NKR Response to People Magazine Author Cindy Watts: Article on Kidney Search by Record Executive Emmanuel Zunz

Cindy Watts
c/o People Magazine
1271 Avenue of the Americas
New York, NY 10020
RE: People article published August 24, 2022

Dear Ms. Watts:

I recently had the pleasure of reading your article, Record Executive Emmanuel Zunz Needs a Kidney – and He’ll Donate $1 Every Time This Story Is Shared.

Thank you for spreading the word about the need for living kidney donors. More than 95,000 people like Mr. Zunz are in need of a kidney transplant, and the wait for a kidney from a deceased donor can be as long as 10 years. Very few people with kidney failure can wait that long. In fact, 5,000 people die every year waiting for a kidney transplant and another 5,000 are taken off the deceased donor list because they are no longer healthy enough to receive a transplant.

For this reason, increasing the number of living kidney donors is crucial. The National Kidney Registry (NKR) applauds stories like yours and campaigns like Mr. Zunz’s for raising awareness about this important issue.

I do, however, want to address a couple of important issues related to your article.

  1. Your article states that Mr. Zunz “was assured the wait for a new kidney wouldn’t be longer than six months.” It’s not clear what person or organization made this assurance, but I want to clarify that the NKR makes no assurances about the length of time it will take to find a living donor kidney for one of our voucher holders. As a general guideline, 80% of patients who enter paired exchange through the NKR are transplanted in less than 90 days, but there are many factors involved with finding the right living donor kidney match for each recipient, so we do not offer any guarantees about timing.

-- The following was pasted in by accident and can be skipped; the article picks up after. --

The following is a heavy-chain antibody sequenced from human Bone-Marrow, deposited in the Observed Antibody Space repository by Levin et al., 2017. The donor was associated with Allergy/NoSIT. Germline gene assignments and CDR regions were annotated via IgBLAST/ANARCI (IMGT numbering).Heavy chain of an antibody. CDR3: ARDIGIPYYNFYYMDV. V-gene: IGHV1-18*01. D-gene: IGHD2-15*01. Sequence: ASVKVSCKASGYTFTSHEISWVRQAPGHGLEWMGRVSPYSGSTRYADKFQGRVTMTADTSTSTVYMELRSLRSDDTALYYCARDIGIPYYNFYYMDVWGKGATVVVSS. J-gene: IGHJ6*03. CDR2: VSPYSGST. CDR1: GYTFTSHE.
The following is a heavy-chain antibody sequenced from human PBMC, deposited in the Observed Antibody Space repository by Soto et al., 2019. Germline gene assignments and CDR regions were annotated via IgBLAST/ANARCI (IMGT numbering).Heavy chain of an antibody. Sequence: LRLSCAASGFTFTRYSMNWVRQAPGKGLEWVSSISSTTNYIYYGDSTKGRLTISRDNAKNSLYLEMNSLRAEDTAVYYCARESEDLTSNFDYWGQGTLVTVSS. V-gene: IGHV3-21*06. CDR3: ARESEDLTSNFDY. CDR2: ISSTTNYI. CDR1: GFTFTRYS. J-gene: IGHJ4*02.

2. On Mr. Zunz’s donor page (https://eztransplant.org/), to which you link in your article, he specifies that donors must be under 50 years of age, and must be blood type O. I understand that this content comes from Mr. Zunz, not you, but I do still want to point out that there is no official cut-off age for a living kidney donor. People well into their 70s can donate a kidney—it is all about the health of the potential living donor. We review this and some other common misconceptions on the Kidney Donation Facts section on our website: https://www.kidneyregistry.org/for-donors/i-want-to-learn-more-about-living-kidney-donation/kidney-donation-facts/

In addition, when donating through the NKR, you do not have to be the same or a compatible blood type with your intended recipient. Because the NKR is able to find the best match for each recipient from among its donor pool, which is the largest in the world, there is no need for a donor to be a match for the person they want to donate a kidney to. You can learn more about our kidney matching system in this blog post: https://www.kidneyregistry.org/for-donors/kidney-donation-blog/you-can-donate-a-kidney-even-when-youre-not-a-perfect-match/

Why are these things important? Donating a kidney is a major commitment, and there are many reasons why someone might be hesitant. At the NKR, our mission is to educate the public about living kidney donation, refute misconceptions about kidney donation, and offer a wide range of assistance and support to donors (financial assistance, legal support, complications protection, etc.) to remove all disincentives to donation. To this end, whenever we see inaccurate information that may dissuade a potential donor from becoming a living donor (such as limitations on age or blood type), we want to make sure we set the record straight.

Thank you for allowing me to clarify these issues, and for helping spread the word about living kidney donation. As a living donor myself, I know what a life-changing gift living kidney donation is, for the donor as well as the recipient. If you have any questions or would like to discuss this further, please do not hesitate to reach out to me.


Michael Lollo
Chief Operations Officer
National Kidney Registry

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